Q: Why should I quit smoking before I have surgery?
A: By quitting smoking, you will not only reduce the likelihood of experiencing surgery-related complications, but also improve your overall health and even add years to your life. The benefits of quitting smoking include:
- Adding six to eight years to your life.
- Reducing your risk of lung cancer and heart disease.
- Saving an average of $1,400 each year.
- Reducing your loved ones’ exposure to second-hand smoke.
Q: Why is it especially important to the anesthesiologist that I quit smoking before my surgery?
A: Anesthesiologists are the heart and lung specialists in the operating room, and they are responsible for the total-body health of patients. Therefore, they directly witness the immense toll smoking takes on a person’s body and must manage smoking-related complications.
Anesthesiologists also witness the tremendous benefits patients experience as a result of not smoking before surgery, and are committed to helping all patients realize these advantages. It is important that your anesthesiologist knows about your smoking so he or she can take precautions to reduce your risk of having problems.
Q: How long before my surgery should I quit smoking?
A: The earlier you quit, the greater your chances are of avoiding surgery-related complications. It is especially important not to smoke on the day of your surgery. Fortunately, the body begins to heal within hours of quitting. Twelve hours after a person quits, his or her heart and lungs already begin to function better as nicotine and carbon monoxide levels drop. It takes less than a day for blood flow to improve, which reduces the likelihood of post-operative complications. We recommend patients abstain from smoking for as long as possible before and after surgery, but even quitting for a brief period is still beneficial.
Q: Is it worth quitting if I decide to do so right before surgery, such as the day before the procedure? Could this have a negative impact on the outcome of my surgery?
A: There is some misinformation with regard to deciding to quit smoking right before surgery. There is no data to support the contention that quitting too close to surgery may cause additional coughing that could impact a patient’s lung function. There also is no evidence of any other negative effects of quitting too close to surgery. If you decide to quit smoking the morning of surgery, it can still reduce the rate of surgical complications.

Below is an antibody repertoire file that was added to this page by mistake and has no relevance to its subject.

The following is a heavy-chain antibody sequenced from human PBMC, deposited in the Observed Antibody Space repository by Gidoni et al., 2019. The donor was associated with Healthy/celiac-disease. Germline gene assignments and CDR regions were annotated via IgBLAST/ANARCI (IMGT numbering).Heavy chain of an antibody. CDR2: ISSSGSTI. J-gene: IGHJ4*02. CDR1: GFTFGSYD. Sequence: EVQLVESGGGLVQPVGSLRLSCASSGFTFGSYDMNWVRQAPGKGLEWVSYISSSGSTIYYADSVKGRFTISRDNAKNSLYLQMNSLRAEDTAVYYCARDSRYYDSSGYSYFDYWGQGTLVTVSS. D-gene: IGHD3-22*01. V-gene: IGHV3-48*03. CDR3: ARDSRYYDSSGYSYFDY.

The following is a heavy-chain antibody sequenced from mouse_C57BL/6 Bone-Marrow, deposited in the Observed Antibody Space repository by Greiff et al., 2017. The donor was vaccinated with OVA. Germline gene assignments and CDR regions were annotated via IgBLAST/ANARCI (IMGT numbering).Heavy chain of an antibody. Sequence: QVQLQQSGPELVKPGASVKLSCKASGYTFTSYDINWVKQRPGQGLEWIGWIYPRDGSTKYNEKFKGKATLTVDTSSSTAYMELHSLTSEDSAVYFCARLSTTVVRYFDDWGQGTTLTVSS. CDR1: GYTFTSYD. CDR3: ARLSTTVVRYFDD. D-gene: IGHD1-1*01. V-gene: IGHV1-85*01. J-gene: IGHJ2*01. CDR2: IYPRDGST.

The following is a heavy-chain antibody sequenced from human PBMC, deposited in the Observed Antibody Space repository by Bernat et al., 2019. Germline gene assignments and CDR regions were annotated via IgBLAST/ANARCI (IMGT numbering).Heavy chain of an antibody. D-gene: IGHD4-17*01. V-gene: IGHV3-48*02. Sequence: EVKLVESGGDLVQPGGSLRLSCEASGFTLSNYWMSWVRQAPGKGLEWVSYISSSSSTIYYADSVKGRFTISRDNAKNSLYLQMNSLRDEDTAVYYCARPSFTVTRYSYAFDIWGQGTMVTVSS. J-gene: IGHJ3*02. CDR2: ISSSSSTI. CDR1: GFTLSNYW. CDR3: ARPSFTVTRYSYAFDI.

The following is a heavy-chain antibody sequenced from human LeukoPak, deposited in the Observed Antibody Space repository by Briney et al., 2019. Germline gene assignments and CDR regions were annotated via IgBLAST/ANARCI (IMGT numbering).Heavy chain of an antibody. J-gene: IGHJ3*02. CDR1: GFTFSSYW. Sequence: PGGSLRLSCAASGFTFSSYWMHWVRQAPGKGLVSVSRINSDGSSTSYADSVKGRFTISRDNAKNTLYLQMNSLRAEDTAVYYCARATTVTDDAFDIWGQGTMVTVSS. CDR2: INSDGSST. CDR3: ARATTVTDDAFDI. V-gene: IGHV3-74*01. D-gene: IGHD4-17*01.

Q: If my surgery is minimally invasive, do I still need to quit smoking?
A: Smoking will impact your body before and after surgery regardless of the type of procedure you have. We recommend that all surgical patients abstain from smoking for as long as possible before and after surgery.
Q: Before surgery, should I also quit smoking additional substances such as marijuana?
A: It is critical that patients quit smoking all substances before surgery, including marijuana. They can have the same detrimental effects on surgery as nicotine. For example, they can make patients more or less susceptible to anesthetics. The carbon monoxide found in any kind of smoke affects blood pressure, making it more difficult for the blood to carry oxygen.
Please note: Do not be afraid to tell your anesthesiologist if you have been smoking or using other substances before surgery. This information will remain confidential and is important to your care.
Q: Should I quit smoking permanently, or can I resume it after surgery? How long should I wait after surgery before smoking again?
A: Continuing to smoke after surgery greatly heightens a person’s risks of complications, such as infections in the surgical incision. In one study, more than half of patients who continued smoking after surgery developed complications, compared with less than 20 percent of those who quit. Fewer complications means less time in the hospital and a quicker recovery.
Q: What risks will I face during surgery if I do not quit smoking?
A: Smokers require special consideration and treatment when undergoing surgery. The effects of smoking-related diseases increase both anesthetic risks, as well as risks of complications during surgery and recovery.
Conversely, anesthesia is safer and more predictable in nonsmokers due to better functioning of the heart, blood vessels, lungs and nervous systems.
Q: Why is it so important to anesthesiologists that I quit smoking before my surgery?
A: Anesthesiologists are the heart and lung specialists in the operating room who are responsible for the total-body health of patients. Therefore, they directly witness the immense toll smoking takes on a person’s body and must manage smoking-related complications.
They also witness the tremendous benefits patients experience as a result of not smoking before surgery, and are committed to helping all patients realize these advantages. It is important that your anesthesiologist knows about your smoking so that they can take precautions to reduce your risk of having problems.
Q: What is the best way to quit smoking?
A: When confronted with surgery, many patients decide to take stock of their lives and change their behaviors. This defining moment is a great opportunity to commit to quitting, as it will have a significant impact on your quality of life for years to come.
Whether you are preparing for surgery or just thinking about quitting, free help is always available. By calling 1-800-QuitNow, you can connect with trained specialists who will provide advice along with a customized plan to help you quit.